1. Evolution is real, y’all. It’s worth the effort to understand, because it is amazing.
2. That said, dinosaurs and humans DID co-exist. In fact we still do! My son has two of them as pets and they’re just as loud and messy and demanding as you would expect little, feathered dinosaurs to be.
3. Your body has more bacteria cells than human cells.

Why is it important to give kids gifts that are both fun and educational?
It isn’t! I mean, let’s be honest—you really do not need to cram kids’ brains with scientific terminology. The best gifts invite open ended play and make kids feel empowered to experiment fearlessly. If they happen to learn some fun science facts, all the better.

Turbellaria

Which illustration on the Super Nerdy ABC Blocks is your favorite and why?
Oh gosh. I love Io with its cute little active volcano. But my favorite might be the derpy-eyed flatworm. Those worms really look like that!

From Absolute Zero to Zoological Oddity, your ABCs cover some pretty interesting material. How did you decide what to put on the blocks?
This was a fun exercise in problem solving. There are 26 letter blocks, each block has six sides. My kids helped me brainstorm ideas. For some letters, there were too many options to choose from! Feynman, Friction, Fahrenheit, Force, Freefall, Fibonacci… For those it came down to deciding which would translate best into small, one-color illustrations.

Shelves in Tiffany's Studio

What are some fun ways to use Super Nerdy Blocks, aside from just stacking them up and knocking them over?
Spell your name. Look for patterns. Sort by type of interest—biology, chemistry, math. Make paths. Hide them all over the house and look for A-Z. Close your eyes and pick one block, and then challenge a friend to define the term.

Besides giving kids super-fun math and science toys, what else can grownups do to help encourage kids to embrace their nerdiness?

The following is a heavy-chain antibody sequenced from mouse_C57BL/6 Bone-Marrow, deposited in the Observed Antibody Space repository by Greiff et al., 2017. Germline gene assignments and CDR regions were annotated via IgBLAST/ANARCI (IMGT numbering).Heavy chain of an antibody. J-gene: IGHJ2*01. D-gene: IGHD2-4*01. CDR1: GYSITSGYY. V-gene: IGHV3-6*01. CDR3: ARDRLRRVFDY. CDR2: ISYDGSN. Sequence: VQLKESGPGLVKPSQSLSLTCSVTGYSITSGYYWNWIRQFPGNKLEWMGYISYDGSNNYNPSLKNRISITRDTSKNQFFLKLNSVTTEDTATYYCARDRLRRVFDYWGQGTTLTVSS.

Model CURIOUSITY. Act excited when you don’t know something. Let kids see you trying and failing and trying again as you tackle learning something that’s hard for you. Let them experiment, let them play, and create a space where it’s always okay to make wrong guesses.

 

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2 Comments

  • Reply Anne February 21, 2015 at 9:49 pm

    She tells her KIDS there is “no such thing as scientfic FACTS”??? Does she think science is some kind of joke? Does she explain to her kids what a fact is? Science is factual information itself. I hope she is not teaching her children otherwise

  • Reply T February 22, 2015 at 2:35 pm

    Seriously? Science is factual information – and it changes – a whole lot. She clearly stated there are “answers that explain what we see happening around us, and new information can always change our understanding”. It is a fact that change is a constant and with more information, facts can change. Cut her some slack. She’s encouraging her children to be curious about the world, investigate, discover and figure things out. With limitless ability to grow, who knows what her children will accomplish? Until recently, it was a fact that Pluto was a planet. What we know to be a fact today, can easily be a fallacy tomorrow with the introduction of just one tiny piece of new information. Kudos to you Tiffany – you’re teaching your children well – I LIKE your style!